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The digital gap is increasing — we need to act now!

Why screen time is harming an entire generation and questions we should find answers to.

You’re looking at this screen, reading my words. You’re giving me your most valuable asset. It’s non-renewable and strictly limited: your focused attention. By giving me the next minutes of your attention, you will understand which questions decision-makers around the globe should be figuring out to answer right now.

Every morning, 7:30 AM, when I used to approach the school building (before COVID-19), there was an odd silence. Students stood quietly, almost neatly aligned in a row, laid against the wall. Hardly aware of their surroundings, these students had hands and eyes glued to their smartphone screens. When I asked my teenage students about their hobbies, the most common answer, “watching my phone” or as they like to label themselves “Miss Keiffenheim, we are hobby free persons.”

According to research, a typical teen in the U.S. spends 7 hours 40 minutes a day in front of screens. And there is a digital gap among different income levels. Teens from lower-income families spend 8 hours, 7 minutes in front of screens compared to their higher-income peers who have a screen time of only 5 hours, 42 minutes. Moreover, Two studies that look at race have found that white children are exposed to screens significantly less than African-American and Hispanic children.

House quarantine could be a key driver in a digital gap increase. As socio-economically privileged families have more living space than socio-economically less privileged families, the activity options besides “smartphone watching and gaming” vary significantly. There is no research yet, but my guess is, that in house quarantine Maximilian-Leopold (sorry for stereotyping) is currently playing the piano or reading a book, while Kev is still sleeping because he played Fortnite until dawn.

But what should we do about the excessive amount of time teens spend in front of screens? Should we blame parents for not restricting the screen time of their children? Or are our teens too weak-willed because they can’t take their eyes off of phones? I’m not here to blame anyone.

A decade ago, I was addicted to my phone and social media with real-life consequences such as exam failure, anxiety, and diagnosed depression. Still, a spark of interest for the unknown pushed me to dig deeper into the science behind my technology behavior. In the following years, I read books on persuasive technology and the art of deep focus (booklist at the end of this article, and watched online and offline experts talking about topics like How a handful of tech companies control billions of minds every day. Here’s the quintessence of what I learned:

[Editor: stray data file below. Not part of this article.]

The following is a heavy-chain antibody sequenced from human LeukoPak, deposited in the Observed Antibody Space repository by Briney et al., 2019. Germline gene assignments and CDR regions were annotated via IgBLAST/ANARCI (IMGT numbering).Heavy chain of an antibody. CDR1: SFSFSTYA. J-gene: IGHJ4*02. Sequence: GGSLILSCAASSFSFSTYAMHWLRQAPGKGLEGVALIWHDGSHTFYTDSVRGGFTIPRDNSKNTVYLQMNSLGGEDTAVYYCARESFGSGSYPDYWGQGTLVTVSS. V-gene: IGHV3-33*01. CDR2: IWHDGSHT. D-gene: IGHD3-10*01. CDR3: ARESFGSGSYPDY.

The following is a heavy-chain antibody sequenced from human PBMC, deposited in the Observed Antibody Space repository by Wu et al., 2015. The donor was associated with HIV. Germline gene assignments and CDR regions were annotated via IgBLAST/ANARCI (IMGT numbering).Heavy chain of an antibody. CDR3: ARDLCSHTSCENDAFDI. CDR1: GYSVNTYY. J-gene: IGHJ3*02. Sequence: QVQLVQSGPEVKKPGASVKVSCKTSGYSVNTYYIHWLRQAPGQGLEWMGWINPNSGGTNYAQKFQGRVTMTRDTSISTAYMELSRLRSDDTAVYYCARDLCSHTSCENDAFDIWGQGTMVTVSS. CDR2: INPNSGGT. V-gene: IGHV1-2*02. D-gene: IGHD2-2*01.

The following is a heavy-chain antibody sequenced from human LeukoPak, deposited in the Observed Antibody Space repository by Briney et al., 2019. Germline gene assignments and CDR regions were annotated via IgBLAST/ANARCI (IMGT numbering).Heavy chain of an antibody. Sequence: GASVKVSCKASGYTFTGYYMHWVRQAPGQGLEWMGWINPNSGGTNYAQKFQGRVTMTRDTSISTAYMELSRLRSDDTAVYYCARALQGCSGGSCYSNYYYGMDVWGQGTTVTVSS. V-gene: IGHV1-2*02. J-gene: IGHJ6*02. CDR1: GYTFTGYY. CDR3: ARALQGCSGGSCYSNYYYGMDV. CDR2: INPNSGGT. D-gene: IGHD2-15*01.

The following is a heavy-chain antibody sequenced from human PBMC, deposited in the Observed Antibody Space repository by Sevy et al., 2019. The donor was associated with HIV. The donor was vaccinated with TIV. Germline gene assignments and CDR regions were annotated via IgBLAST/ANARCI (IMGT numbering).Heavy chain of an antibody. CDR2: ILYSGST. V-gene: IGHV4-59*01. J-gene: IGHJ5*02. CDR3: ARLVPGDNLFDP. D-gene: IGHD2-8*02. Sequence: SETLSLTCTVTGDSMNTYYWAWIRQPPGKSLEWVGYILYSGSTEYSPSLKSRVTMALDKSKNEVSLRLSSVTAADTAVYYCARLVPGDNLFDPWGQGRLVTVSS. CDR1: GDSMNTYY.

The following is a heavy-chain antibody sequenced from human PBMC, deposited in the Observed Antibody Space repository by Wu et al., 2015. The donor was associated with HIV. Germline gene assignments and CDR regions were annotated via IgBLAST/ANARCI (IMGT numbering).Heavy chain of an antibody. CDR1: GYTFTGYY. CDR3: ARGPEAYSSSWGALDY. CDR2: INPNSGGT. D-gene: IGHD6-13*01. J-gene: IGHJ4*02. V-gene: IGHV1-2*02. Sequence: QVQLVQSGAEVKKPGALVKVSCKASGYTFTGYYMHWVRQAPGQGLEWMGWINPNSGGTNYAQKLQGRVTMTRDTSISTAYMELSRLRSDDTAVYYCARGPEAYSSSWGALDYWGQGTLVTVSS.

We live in an “attention economy”, in which businesses make money by developing technology that attracts and retains attention for as long as possible. Tech companies are very good at retaining our attention by using different hooking mechanisms and persuasive design.

Since 2018, through my work as Teach for All Fellow, I became aware of problematic phone usage among 10–14-year-olds. Here is a list of screen-related behavior I witnessed in my classroom every day: Teens crying and being angry when teachers took their phones away. Tired students were self-reporting to watch their smartphones instead of sleeping. I witnessed 7-second attention spans and the desire for instant gratification.

Mental Threats associated with screen time

As these examples demonstrate, the attention economy poses mental threats to an entire generation. Recent research shows that young females who spend more time using social media or smartphones and other devices are at a higher risk for depression and suicide-related behaviors compared with teen girls who spend less time in front of screens. Moreover, by regularly checking their phone, children condition their minds for self-interruption, even so far that GPA can drop, and deep-thinking ability vanishes.

“A systematic review and meta-analysis showed strong and consistent evidence of an association between access to or the use of devices and reduced sleep quantity and quality, as well as increased daytime sleepiness.”

Carter, Rees & Hale (2016).

Let’s wrap up:

  1. Attention is our most valuable asset as it is non-renewable and every person has the same amount of it
  2. Kids around the world spend a large portion of every day on their screen with an increasing digital gap between lower- and higher-income families.
  3. Excessive screen time can have a severe effect on mental health

Unfortunately, there is no easy solution to this screentime dilemma. I tried different self-experiments, like restricting my phone use and deleting all social media accounts. I also started larger-scale projects like the Phocus App that incentivizes users for less screen time. What I can say for sure is that abandoning phones out of schools is not serving any educational purpose. Instead, education stakeholders and decision-makers around the world should start exploring questions like:

“How can we raise awareness for the risks associated with excessive screen use?”

“How can we incentivize tech companies to not hook children’s on their screens?”

“How can we counterfeit the increasing equality gap that tech poses on our society?”

In addition to individuals taking action, we need a broad awareness of the impact screen time has on learning and equality. Join me in educating parents, schools, and decision-makers about the importance of attention training on our agendas! Thank you.

“The key to be thriving in our high-tech world is to spend much less time using technology instead of more”.

— Cal Newport

Written by

Entrepreneur & Education Specialist | Do you want to end 2020 on a high-note? Get your free annual review here:

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